It turns out that one of the people in that kayak from the crazy video of the breaching humpback whale in Monterey Bay last week is a British documentary filmmaker named Tom Mustill who was in California on holiday with his friend Charlotte Kinloch. He told the story of his and Kinloch's brush with death-by-whale to the UK Guardian, and by crazy coincidence, Mustill studies animals, and had recently made a documentary called Inside Nature’s Giants for the BBC that featured whales, among other species.
Mustill and his friend had been kayaking around the bay, keeping a safe distance from whales they could see in the distance, for "a couple of hours" when they turned back to head to shore. It was then that this whale took them by surprise and breached right beside them, coming to splash land essentially on top of them.
All of a sudden without warning, the water nearby to our right gave way to an adult whale shooting upwards, like a space shuttle taking off: a huge block of living thing impossibly held in the air. The only thing my brain registered was quite calmly that when it came down I was going to die. Then it fell, and I was underwater. I felt a yawing next to me and I was tossed around. I think this was the body or tail of the whale and I get a funny feeling in my guts when I think back on this.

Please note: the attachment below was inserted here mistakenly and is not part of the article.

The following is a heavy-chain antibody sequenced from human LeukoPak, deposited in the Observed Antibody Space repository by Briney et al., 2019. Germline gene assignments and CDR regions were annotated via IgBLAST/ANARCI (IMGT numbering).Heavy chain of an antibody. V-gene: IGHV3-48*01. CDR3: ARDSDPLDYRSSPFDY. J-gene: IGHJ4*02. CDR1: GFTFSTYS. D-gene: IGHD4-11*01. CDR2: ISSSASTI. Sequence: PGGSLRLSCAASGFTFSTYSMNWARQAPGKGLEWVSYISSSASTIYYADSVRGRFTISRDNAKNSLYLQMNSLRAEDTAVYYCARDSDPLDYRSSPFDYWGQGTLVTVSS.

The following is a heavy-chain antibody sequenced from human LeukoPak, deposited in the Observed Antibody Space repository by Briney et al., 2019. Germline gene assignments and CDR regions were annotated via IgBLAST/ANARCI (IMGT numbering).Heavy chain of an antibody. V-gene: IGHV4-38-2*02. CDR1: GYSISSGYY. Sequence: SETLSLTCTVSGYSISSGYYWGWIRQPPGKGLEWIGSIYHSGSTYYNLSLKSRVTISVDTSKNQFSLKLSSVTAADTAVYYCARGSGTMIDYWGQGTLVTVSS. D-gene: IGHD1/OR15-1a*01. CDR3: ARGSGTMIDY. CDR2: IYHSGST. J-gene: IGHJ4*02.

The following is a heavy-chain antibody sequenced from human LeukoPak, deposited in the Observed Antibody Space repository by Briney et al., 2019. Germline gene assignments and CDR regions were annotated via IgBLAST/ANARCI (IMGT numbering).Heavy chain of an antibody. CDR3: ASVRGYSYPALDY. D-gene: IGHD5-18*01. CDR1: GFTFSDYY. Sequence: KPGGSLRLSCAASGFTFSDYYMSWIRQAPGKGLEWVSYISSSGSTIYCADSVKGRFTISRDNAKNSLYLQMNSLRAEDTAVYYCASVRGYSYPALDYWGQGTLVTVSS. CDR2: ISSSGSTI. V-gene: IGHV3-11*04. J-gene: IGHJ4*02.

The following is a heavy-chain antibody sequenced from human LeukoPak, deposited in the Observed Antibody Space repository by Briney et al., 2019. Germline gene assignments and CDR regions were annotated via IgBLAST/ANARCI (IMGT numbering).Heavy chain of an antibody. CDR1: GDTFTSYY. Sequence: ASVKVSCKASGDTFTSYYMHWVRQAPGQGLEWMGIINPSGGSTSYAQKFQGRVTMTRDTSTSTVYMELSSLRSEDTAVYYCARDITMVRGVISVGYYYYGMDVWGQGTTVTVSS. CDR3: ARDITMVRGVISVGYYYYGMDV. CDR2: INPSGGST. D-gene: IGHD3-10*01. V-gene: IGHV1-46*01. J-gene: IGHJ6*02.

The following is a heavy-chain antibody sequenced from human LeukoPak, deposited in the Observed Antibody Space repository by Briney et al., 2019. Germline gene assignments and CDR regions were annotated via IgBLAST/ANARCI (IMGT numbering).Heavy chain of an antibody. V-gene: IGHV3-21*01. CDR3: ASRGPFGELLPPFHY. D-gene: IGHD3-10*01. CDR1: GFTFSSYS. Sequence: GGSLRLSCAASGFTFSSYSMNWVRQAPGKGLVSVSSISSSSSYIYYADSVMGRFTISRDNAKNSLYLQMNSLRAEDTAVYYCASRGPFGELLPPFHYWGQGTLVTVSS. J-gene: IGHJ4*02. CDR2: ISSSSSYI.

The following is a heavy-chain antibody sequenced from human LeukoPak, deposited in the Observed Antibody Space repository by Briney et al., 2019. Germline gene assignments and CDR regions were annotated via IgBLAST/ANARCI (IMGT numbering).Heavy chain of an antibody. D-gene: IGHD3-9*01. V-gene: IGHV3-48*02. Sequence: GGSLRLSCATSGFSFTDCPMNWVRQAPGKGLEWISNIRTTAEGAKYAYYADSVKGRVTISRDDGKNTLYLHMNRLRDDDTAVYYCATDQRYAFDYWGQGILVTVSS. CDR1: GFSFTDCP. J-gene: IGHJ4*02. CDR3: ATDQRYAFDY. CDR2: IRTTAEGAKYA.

I came to the surface. I saw Charlotte to my left and our kayak had a dent in the front. I was waiting for the pain to start, but it didn't.
Mustill circles back with the whale expert at Mount Sinai University in New York whom he spoke to in his documentary, Professor Joy Reidenberg, who surmises that the whale very may have seen the kayak as it was landing and turned so that it didn't hurt the people inside. "Perhaps turning like that allowed it to put a softer part of its body next to you to cause less damage (compared with a body slam using the bone of the skull that they might employ while fighting)," she tells him, adding, "I think you two survived because the whale cared about trying not to hit you."
Mustill also says that before the video, shot from a nearby tour boat, surfaced a couple days later, he and his friend didn't think anyone would believe their story. And after they'd flipped their kayak back over and paddled the half hour back into shore, their kayaking instructor informed them that such a thing had never happened in 30 years although perhaps such an incident was inevitable given the increased presence of whales in Monterey Bay year-round, due to plentiful food near shore in recent years.